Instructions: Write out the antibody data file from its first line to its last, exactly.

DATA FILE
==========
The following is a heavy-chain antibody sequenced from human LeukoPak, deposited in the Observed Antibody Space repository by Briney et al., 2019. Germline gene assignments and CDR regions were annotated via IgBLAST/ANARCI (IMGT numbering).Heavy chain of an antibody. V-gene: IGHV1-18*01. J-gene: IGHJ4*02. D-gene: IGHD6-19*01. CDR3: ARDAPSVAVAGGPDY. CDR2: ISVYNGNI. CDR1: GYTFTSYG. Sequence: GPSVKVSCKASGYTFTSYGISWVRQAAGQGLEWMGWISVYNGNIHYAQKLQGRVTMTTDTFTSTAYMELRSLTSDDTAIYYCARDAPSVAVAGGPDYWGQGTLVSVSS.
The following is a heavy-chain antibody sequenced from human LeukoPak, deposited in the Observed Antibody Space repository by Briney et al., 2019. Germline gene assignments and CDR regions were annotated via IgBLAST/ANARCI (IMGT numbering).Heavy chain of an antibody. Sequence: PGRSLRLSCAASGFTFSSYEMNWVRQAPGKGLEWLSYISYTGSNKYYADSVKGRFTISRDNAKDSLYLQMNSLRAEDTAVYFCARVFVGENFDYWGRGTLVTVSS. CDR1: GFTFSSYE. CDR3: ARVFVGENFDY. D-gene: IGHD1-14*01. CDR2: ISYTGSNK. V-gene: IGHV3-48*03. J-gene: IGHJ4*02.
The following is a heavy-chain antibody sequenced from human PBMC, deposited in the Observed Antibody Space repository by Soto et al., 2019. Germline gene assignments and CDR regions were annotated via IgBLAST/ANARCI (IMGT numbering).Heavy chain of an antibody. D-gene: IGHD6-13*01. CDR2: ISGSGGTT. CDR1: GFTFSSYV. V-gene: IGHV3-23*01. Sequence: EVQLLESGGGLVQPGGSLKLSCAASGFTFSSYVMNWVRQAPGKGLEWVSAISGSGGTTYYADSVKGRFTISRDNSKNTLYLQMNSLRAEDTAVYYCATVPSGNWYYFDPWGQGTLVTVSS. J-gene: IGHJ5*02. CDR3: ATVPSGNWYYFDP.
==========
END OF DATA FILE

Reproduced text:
The following is a heavy-chain antibody sequenced from human LeukoPak, deposited in the Observed Antibody Space repository by Briney et al., 2019. Germline gene assignments and CDR regions were annotated via IgBLAST/ANARCI (IMGT numbering).Heavy chain of an antibody. V-gene: IGHV1-18*01. J-gene: IGHJ4*02. D-gene: IGHD6-19*01. CDR3: ARDAPSVAVAGGPDY. CDR2: ISVYNGNI. CDR1: GYTFTSYG. Sequence: GPSVKVSCKASGYTFTSYGISWVRQAAGQGLEWMGWISVYNGNIHYAQKLQGRVTMTTDTFTSTAYMELRSLTSDDTAIYYCARDAPSVAVAGGPDYWGQGTLVSVSS.
The following is a heavy-chain antibody sequenced from human LeukoPak, deposited in the Observed Antibody Space repository by Briney et al., 2019. Germline gene assignments and CDR regions were annotated via IgBLAST/ANARCI (IMGT numbering).Heavy chain of an antibody. Sequence: PGRSLRLSCAASGFTFSSYEMNWVRQAPGKGLEWLSYISYTGSNKYYADSVKGRFTISRDNAKDSLYLQMNSLRAEDTAVYFCARVFVGENFDYWGRGTLVTVSS. CDR1: GFTFSSYE. CDR3: ARVFVGENFDY. D-gene: IGHD1-14*01. CDR2: ISYTGSNK. V-gene: IGHV3-48*03. J-gene: IGHJ4*02.
The following is a heavy-chain antibody sequenced from human PBMC, deposited in the Observed Antibody Space repository by Soto et al., 2019. Germline gene assignments and CDR regions were annotated via IgBLAST/ANARCI (IMGT numbering).Heavy chain of an antibody. D-gene: IGHD6-13*01. CDR2: ISGSGGTT. CDR1: GFTFSSYV. V-gene: IGHV3-23*01. Sequence: EVQLLESGGGLVQPGGSLKLSCAASGFTFSSYVMNWVRQAPGKGLEWVSAISGSGGTTYYADSVKGRFTISRDNSKNTLYLQMNSLRAEDTAVYYCATVPSGNWYYFDPWGQGTLVTVSS. J-gene: IGHJ5*02. CDR3: ATVPSGNWYYFDP.